Andy Borowitz' report today on the Obama Administration's reaction is very funny, and also brief:
U.S. to Respond to North Korea with ‘Strongest Possible Adjectives'
Obama: We are Prepared to Consult Thesaurus
One day after North Korea launched a successful test of a nuclear weapon, President Obama said that the United States was prepared to respond to the threat with "the strongest possible adjectives."
In remarks to reporters at the White House, Mr. Obama said that North Korea should fear the "full force and might of the United States' arsenal of adjectives" and called the missile test "reckless, reprehensible, objectionable, senseless, egregious and condemnable."
Standing at the President's side, Vice President Joseph Biden weighed in with some tough adjectives of his own, branding North Korean President Kim Jong-Il "totally wack and illin'."
Later in the day, Defense Secretary Robert Gates called the North Korean nuclear test "supercilious and jejune," leading some in diplomatic circles to worry that the U.S. might be running out of appropriate adjectives with which to craft its response.
But President Obama attempted to calm those fears, saying that the United States was prepared to "scour the thesaurus" to come up with additional adjectives and was "prepared to use adverbs" if necessary.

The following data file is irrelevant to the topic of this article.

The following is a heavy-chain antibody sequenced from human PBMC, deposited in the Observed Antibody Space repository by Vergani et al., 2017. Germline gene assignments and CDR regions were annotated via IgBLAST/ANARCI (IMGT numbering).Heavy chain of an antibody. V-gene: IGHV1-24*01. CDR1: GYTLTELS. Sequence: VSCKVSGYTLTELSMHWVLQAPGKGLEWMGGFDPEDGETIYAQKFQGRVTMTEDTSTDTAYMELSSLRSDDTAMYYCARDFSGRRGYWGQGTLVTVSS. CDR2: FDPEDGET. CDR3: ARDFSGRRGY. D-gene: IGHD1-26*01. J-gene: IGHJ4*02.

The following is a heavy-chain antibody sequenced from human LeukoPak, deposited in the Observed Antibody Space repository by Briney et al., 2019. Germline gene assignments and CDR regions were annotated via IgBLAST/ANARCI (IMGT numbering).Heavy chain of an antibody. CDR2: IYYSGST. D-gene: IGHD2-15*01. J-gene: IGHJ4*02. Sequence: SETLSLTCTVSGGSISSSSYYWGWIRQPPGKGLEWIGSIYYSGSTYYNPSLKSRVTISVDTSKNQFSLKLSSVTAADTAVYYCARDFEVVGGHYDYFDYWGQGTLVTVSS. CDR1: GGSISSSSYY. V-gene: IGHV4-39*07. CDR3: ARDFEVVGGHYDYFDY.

"Let's be clear: we are not taking adverbs off the table," Mr. Obama said. "If the need arises, we will use them forcefully, aggressively, swiftly, overwhelmingly and commandingly."
What's so good about it, of course, is the tone. People are beginning to have a feel how to jostle this administration.
North Korea itself, of course, is not so funny. Their leadership's attempt to prove they are scary and dangerous, instead of weak and pathetic, is just about working. They would be certifiably paranoid lunatics, except for the fact that everyone does hate them and wish them ill.
Their current need for aggressive posturing is to fulfill a bluff to punish the rest of the world for denouncing and ridiculing their recent missile launching. We should let them know that their next launch vehicle will be destroyed on the pad; the lesson we need to get across to them is that attention is not always in their interest.